“This is one of the biggest royal stories of the time,” Mr Sherborne said, “Surely you remember what you did for this story?”
“I’m afraid I don’t,” Ms Kerr said.
Ms Kerr also faced questions on two stories about the duke’s relationship with Ms Davy in January 2005 entitled “Harry’s girl ‘to dump him’” and “Chelsy is not happy”, with the latter containing details of the pair speaking over the phone after he allegedly “flirted” with another woman at a party.
The ex-journalist was asked about the removal of details about the length of calls from a draft copy of the story, as shown by an email from her to freelance journalist Mike Behr in South Africa, where Ms Davy was at the time.
Mr Sheborne claimed the detail was removed from the published article “because it was obvious that that line gave the game away that there had been blagging of call data”.
“I don’t know the reason why someone removed it,” Ms Kerr said, with Mr Sherborne saying it was “deeply suspicious”.
“I’m not sure it’s suspicious,” Ms Kerr said, adding it was “obvious” that a girlfriend might call her boyfriend.
Mr Sherborne claimed Mr Behr was an “expert at getting billing data”, but Ms Kerr said she knew him as a freelance journalist and would have asked him to use his contacts to get Ms Davy’s reaction to a story.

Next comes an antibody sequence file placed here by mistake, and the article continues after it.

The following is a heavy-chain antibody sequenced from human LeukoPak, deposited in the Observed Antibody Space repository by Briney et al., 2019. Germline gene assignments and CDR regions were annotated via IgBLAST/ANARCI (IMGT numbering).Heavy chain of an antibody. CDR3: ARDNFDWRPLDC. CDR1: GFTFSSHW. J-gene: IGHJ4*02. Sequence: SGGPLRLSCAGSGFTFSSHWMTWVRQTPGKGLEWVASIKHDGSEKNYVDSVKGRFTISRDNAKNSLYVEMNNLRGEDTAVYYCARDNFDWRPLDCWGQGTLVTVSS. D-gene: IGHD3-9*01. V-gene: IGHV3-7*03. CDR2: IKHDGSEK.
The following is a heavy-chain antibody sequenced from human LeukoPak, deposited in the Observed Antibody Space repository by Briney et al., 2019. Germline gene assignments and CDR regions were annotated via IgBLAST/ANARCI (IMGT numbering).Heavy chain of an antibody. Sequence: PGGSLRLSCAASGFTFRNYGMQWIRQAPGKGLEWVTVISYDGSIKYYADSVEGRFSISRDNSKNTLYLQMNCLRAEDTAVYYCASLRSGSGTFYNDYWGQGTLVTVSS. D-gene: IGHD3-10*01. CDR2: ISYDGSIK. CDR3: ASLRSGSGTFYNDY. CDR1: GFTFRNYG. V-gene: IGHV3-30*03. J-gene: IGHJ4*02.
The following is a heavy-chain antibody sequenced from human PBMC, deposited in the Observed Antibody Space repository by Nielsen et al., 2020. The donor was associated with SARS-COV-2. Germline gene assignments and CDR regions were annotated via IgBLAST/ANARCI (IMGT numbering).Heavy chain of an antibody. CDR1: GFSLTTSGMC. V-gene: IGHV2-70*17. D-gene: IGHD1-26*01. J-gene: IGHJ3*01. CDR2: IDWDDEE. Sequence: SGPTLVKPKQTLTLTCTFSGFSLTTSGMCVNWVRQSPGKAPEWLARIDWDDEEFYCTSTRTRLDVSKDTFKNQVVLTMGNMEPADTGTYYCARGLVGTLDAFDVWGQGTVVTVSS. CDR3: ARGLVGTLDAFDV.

“I would have taken what he said as a… genuine source for a story,” she said, adding: “I’ve no knowledge of anybody using unlawful means to file copy to me.”
At the end of her evidence, the judge hearing the trial, Mr Justice Fancourt, asked Ms Kerr if she would “ever make up things” for a story.
“No, never,” Ms Kerr said, adding: “I would always have to be able to account for it if there was a complaint.”
The former journalist said she felt she had a “certain responsibility to the palace” and a position of “privilege”.
“I don’t think I would cross the line,” she said.
In her witness statement, Ms Kerr said she never used private investigators to engage in unlawful information gathering activities.
MGN is contesting the duke’s claim and has either denied or not admitted that articles about Harry being examined at the trial involved phone hacking or unlawful activity.
At the start of Harry’s individual case on Monday, defence barrister Andrew Green KC said there was “simply no evidence capable of supporting the finding that the Duke of Sussex was hacked, let alone on a habitual basis”, and that payment records used in the duke’s claim “simply do not demonstrate unlawful conduct or knowledge thereof”.
The duke’s claim is being heard alongside three other representative claims during a trial which began last month and is due to last six to seven weeks.
Those three other claimants are Michael Turner, known professionally as Michael Le Vell, best known for playing Kevin Webster in Coronation Street, actress Nikki Sanderson and comedian Paul Whitehouse’s ex-wife Fiona Wightman.
Ms Kerr’s evidence concluded on Thursday afternoon, with the trial moving on to focus on Ms Sanderson’s individual claim.